Far more stressfull than IwoJima?? No way in hell. More stressful than the thick jungles of NAM? Again,,perhaps equal in some ways but no way MORE stressful. They wiped out whole villages in Nam, and far more than just miLai. Men,Women, kids, dogs and pigs. war is hell. How men react to that hell will either make, or break them. Ive had family members on both sides of the coin. My Uncle Red for instance, was a very high IQ genious that went into Navel Intel in WW11. Whatever he was involved with turned him into a barely coherent alchaholic When he came out. In his case he shouldnt have been around guns. But that was also OBVIOUS to even me a tiny kid - that Uncle Red wasnt all there. War does have its mental victims, but not nearly what are diagnosed as such in todays times. That comes from someone that was in the know with the VA.
Norton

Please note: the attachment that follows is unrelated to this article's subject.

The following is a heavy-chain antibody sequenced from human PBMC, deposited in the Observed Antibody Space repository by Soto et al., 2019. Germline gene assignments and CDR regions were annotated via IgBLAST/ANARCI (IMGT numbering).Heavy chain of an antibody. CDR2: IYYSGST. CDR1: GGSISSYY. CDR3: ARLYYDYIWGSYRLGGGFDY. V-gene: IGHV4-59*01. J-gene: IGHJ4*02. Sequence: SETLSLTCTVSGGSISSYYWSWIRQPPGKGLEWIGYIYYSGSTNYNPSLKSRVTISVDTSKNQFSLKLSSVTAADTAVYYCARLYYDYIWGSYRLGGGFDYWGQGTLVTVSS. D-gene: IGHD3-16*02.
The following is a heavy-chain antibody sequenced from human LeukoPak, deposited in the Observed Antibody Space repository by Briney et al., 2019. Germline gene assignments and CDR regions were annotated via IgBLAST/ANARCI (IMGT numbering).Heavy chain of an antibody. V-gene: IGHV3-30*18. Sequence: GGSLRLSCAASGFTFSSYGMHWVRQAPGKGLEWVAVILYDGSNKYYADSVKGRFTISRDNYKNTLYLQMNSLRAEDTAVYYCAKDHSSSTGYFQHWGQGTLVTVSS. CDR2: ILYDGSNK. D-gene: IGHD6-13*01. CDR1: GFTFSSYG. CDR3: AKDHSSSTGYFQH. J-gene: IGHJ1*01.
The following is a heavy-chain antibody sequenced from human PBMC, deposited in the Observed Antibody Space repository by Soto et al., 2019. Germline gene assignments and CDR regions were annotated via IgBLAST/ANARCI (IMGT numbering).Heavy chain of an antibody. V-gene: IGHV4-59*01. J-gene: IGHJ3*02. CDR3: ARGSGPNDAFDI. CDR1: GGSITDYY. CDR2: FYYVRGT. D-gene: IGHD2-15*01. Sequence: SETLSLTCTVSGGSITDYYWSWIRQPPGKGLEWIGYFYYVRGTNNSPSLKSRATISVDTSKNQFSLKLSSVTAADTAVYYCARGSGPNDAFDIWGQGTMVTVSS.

Social climber
the Wastelands
Apr 2, 2013 - 05:08pm PT
Wes,

it does seem that a lot people nowadays tend to denigrate PTSD, poo pah it as merely some kind of made up weakness, almost a ploy to get diagnosed with and receive a VA benefit check

because it is mental and not like being in a wheel chair with both legs blown off in Iraq

"mental" afflictions have historically been seen by the dumb fuks as not that legitimate an issue
mechrist

Gym climber
South of Heaven
Apr 2, 2013 - 05:09pm PT
blah blah blah... I consider Nam to be non-conventional "modern" war... and yes, VERY stressful... thank you for helping to illustrate my point....

VERY STRESSFUL